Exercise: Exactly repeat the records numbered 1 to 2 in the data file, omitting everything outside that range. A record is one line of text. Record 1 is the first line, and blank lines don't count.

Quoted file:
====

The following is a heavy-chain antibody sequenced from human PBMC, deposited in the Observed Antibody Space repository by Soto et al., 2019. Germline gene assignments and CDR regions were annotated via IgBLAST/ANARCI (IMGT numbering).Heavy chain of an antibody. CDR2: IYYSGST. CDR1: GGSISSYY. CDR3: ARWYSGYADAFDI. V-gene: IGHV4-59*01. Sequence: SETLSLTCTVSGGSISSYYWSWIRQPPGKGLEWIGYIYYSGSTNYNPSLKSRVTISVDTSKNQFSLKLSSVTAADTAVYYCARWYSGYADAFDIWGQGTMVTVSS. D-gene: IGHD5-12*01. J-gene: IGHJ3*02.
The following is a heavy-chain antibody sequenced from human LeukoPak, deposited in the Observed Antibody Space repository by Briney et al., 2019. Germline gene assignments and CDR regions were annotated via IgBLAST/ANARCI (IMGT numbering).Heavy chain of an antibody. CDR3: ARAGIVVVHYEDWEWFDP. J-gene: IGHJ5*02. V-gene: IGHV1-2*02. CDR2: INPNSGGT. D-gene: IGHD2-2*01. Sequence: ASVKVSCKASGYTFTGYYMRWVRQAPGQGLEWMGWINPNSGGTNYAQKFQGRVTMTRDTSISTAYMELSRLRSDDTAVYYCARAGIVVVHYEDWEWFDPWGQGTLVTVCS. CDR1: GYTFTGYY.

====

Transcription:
The following is a heavy-chain antibody sequenced from human PBMC, deposited in the Observed Antibody Space repository by Soto et al., 2019. Germline gene assignments and CDR regions were annotated via IgBLAST/ANARCI (IMGT numbering).Heavy chain of an antibody. CDR2: IYYSGST. CDR1: GGSISSYY. CDR3: ARWYSGYADAFDI. V-gene: IGHV4-59*01. Sequence: SETLSLTCTVSGGSISSYYWSWIRQPPGKGLEWIGYIYYSGSTNYNPSLKSRVTISVDTSKNQFSLKLSSVTAADTAVYYCARWYSGYADAFDIWGQGTMVTVSS. D-gene: IGHD5-12*01. J-gene: IGHJ3*02.
The following is a heavy-chain antibody sequenced from human LeukoPak, deposited in the Observed Antibody Space repository by Briney et al., 2019. Germline gene assignments and CDR regions were annotated via IgBLAST/ANARCI (IMGT numbering).Heavy chain of an antibody. CDR3: ARAGIVVVHYEDWEWFDP. J-gene: IGHJ5*02. V-gene: IGHV1-2*02. CDR2: INPNSGGT. D-gene: IGHD2-2*01. Sequence: ASVKVSCKASGYTFTGYYMRWVRQAPGQGLEWMGWINPNSGGTNYAQKFQGRVTMTRDTSISTAYMELSRLRSDDTAVYYCARAGIVVVHYEDWEWFDPWGQGTLVTVCS. CDR1: GYTFTGYY.